OLD-AGE PENSIONS.—CANON BLACKLEY'S SCHEME.
t To THE EDITOR OF THE "SPECTATOR."]
was pleased to see in a letter in the Spectator of the 5th inst., written by an old friend, Canon Cowley-Brown of Edinburgh, the embodiment of suggestions I recently made in a leaflet I printed and sent out broadcast. These are : (1) as the non-contributory old-age pension has now become law, a contributory one for the young people of eighteen to twenty-one might conjointly be started in January, 1909, or, should this be impossible at so short a notice, at least it might be brought before the House of Commons in the near future; (2) to carry out the suggestion of my husband, the late Canon Blackley, of a special insurance-stamp being issued as a simple and inexpensive method for weekly collection (and for that purpose only) of the people's insur- ance, the stamp to be procurable at every post-office in the kingdom.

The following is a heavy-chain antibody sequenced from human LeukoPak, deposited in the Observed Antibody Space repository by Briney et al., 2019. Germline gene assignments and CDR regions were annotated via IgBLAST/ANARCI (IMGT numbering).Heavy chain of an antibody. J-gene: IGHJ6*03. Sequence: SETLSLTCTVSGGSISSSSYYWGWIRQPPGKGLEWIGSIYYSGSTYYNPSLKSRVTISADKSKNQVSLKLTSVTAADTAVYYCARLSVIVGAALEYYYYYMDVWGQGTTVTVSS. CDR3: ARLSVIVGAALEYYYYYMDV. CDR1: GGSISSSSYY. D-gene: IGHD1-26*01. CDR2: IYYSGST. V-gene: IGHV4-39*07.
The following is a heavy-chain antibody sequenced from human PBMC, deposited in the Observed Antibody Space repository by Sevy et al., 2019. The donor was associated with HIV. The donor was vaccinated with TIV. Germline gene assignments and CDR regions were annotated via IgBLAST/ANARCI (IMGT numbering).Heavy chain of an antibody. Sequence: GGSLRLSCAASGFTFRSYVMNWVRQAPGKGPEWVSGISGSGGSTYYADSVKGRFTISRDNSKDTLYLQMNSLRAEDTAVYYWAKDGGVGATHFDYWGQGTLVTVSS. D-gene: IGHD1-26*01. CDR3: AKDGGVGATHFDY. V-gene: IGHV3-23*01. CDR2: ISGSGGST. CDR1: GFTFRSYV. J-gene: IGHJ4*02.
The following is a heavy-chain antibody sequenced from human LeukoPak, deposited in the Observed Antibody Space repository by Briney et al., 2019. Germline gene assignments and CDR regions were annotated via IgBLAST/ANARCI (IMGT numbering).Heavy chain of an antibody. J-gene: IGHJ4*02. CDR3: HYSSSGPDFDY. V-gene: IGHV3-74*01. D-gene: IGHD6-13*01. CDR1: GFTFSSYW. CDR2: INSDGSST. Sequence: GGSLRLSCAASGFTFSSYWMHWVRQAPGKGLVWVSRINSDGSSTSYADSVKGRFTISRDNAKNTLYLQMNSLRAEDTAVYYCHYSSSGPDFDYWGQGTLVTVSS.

I would like to state that since sending out the leaflet I have received many encouraging letters from M.P.'s on both sides of the House, and other gentlemen and ladies, who, as well as myself, are anxious to get up a large meeting in London next October ; but my earnest wish is that it should be a non-party meeting, for Canon Blackley and I have always said that, should the scheme be carried out, it should be for the good of the nation, and in no way for political